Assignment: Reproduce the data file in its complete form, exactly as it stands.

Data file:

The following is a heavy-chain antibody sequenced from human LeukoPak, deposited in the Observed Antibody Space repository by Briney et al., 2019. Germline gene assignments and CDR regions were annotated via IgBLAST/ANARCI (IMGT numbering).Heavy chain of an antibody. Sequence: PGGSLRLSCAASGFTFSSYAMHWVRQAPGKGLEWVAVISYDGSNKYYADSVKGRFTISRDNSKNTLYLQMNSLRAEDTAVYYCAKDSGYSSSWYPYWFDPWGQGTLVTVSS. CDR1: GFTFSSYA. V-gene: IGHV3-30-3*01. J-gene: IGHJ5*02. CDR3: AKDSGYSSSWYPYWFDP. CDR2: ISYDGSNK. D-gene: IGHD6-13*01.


The following is a heavy-chain antibody sequenced from human LeukoPak, deposited in the Observed Antibody Space repository by Briney et al., 2019. Germline gene assignments and CDR regions were annotated via IgBLAST/ANARCI (IMGT numbering).Heavy chain of an antibody. Sequence: PGGSLRLSCAASGFTFSSYAMHWVRQAPGKGLEWVAVISYDGSNKYYADSVKGRFTISRDNSKNTLYLQMNSLRAEDTAVYYCAKDSGYSSSWYPYWFDPWGQGTLVTVSS. CDR1: GFTFSSYA. V-gene: IGHV3-30-3*01. J-gene: IGHJ5*02. CDR3: AKDSGYSSSWYPYWFDP. CDR2: ISYDGSNK. D-gene: IGHD6-13*01.